Updated 07 July 2014
A couple of items to note before we get rolling:
Parts list for the Original Darell Method:
I finally sucked up enough courage to remove both of the vent louvers (quarter vents) to access the filter screen. I started by spending HOURS and spilling quite a bit of blood in trying to access these clips from inside the cargo area. Was so frustrating that I almost gave up! Days later, I went back at it, and this was the result. The good news is that I removed the louvers without breaking the expensive parts. It is NOT easy to remove these vents, and you will swear that the plastic, painted exterior piece will break with every prying attempt. I finally removed them in the factory-approved fashion of prying from the outside (I used a Snap-on pry bar with a taped tip). You have to pry harder than you think you should. Suck it up - it needs to be done.
While my screens were nowhere near what I would call "clogged" - they were filthy. Washing them in soap and water made them look and feel shiny and new. The screen is a plastic mesh that looks similar to what you find on a window screen. Why clean these screens? Every time the battery fans run (almost always when the vehicle is running in "warm" temps and when the vehicle is charging), ambient air is filtered by this screen before entering the battery compartment. There is no easy access to this screen, but if the screen becomes clogged, even partially, the batteries can overheat. A HUGE volume of air passes through these screens. I almost lost my cleaning rag down there while the vehicle was charging. Keep your small pets at a safe distance!
** Latest vent update is that I have greatly increased the screen surface area by building my own screens into the black metal frame. See the new Vent Screens here.
The first step in vent removal is to locate the
clip positions. In this first picture, I marked the positions with blue tape
so you can see where the clips are hiding. Look up the louvers, you can
see the "web" of plastic that supports the clips. The clips are directly
in line with these three webs, both top and bottom. There are two additional
clips, one on each end in the middle of the thick part with the lettering on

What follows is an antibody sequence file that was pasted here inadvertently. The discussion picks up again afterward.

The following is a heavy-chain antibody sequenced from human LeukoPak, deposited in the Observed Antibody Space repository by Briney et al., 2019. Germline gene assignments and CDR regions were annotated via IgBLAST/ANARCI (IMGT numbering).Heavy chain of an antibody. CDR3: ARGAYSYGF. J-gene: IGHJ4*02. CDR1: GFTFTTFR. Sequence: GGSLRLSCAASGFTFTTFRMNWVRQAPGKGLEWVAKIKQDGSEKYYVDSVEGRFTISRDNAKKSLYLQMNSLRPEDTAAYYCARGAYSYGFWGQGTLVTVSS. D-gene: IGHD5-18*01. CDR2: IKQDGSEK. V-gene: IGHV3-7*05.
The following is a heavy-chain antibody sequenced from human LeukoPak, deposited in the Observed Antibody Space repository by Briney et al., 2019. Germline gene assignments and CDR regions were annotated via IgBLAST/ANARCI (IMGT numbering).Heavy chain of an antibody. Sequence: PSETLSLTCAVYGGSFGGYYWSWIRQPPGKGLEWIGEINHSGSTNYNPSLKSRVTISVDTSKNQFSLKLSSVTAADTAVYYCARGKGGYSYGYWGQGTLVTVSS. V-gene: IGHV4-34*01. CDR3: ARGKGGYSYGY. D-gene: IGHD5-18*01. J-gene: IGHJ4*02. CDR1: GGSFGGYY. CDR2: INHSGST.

it (see the following picture for the tape marking of these clips).
Once you have selected your prying tool, wrap the
tip in some tape to protect the paint. I found that a piece of heat-shrink tubing
works even better than tape. Here you can see my pry bar with black tape prying
in the correct position. You want to insert the prying tool just to one
side of each clip position. Do NOT pry at the web! Pry right next to it. Brace
yourself for the terrible sound of the breaking clips and begin to firmly pry
against the rolled edge of the vent well. The louver piece will bend, and you'll
swear it will break. I haven't yet heard of one breaking though - and this IS
the Toyota-presecribed removal method!
When you finally get the louvers off, here is your
reward. It is now quite obvious how the screen comes out. There are six bolts
(everything is 10mm) and six rubber nubbins that hold the screen in place. You
will find it easier to first remove the eight bolts that hold the black metal
frame (and then remove the frame) to allows easier access to the bolts that
hold the screen in - and you have to take that frame off to finish the job anyway.
Might as well do it now. The back of the louver piece is shown below the vent
hole here. Some clips are whole, some are broken and some stayed behind in the
holes of the car. The broken clips come out of the louver easily by sliding
sideways. They can be tough to get out of the holes in the car - just use pliers
and swear a little. They'll come out eventually.
Removal of the screen gives a good view of the dusty
intake. The battery cooling air is sucked up that deflector, and then down into
the battery compartment. That deflector is only there to keep any water out,
I believe. A side benefit is that it is harder to drop your screws down in there
during removal and assembly.
A picture looking up the deflector. I'm not proud
- I was only half done cleaning when I took this.
An oblique view of the screen before removal shows
how much dust (and a bug?) is trapped in it. This view also shows how the nubbins
hold the screen in place.
Close-up of the factory clip. I broke about half
of them during louver removal. The Toyota number for this part is: 76817-23010,
price is about $2/ea. 16 are needed for both vents if you want to return the
vehicle to stock form (I have a bunch of these if you want 'em - I bought them
with the plan of modifying them for this project, but since decided that magnets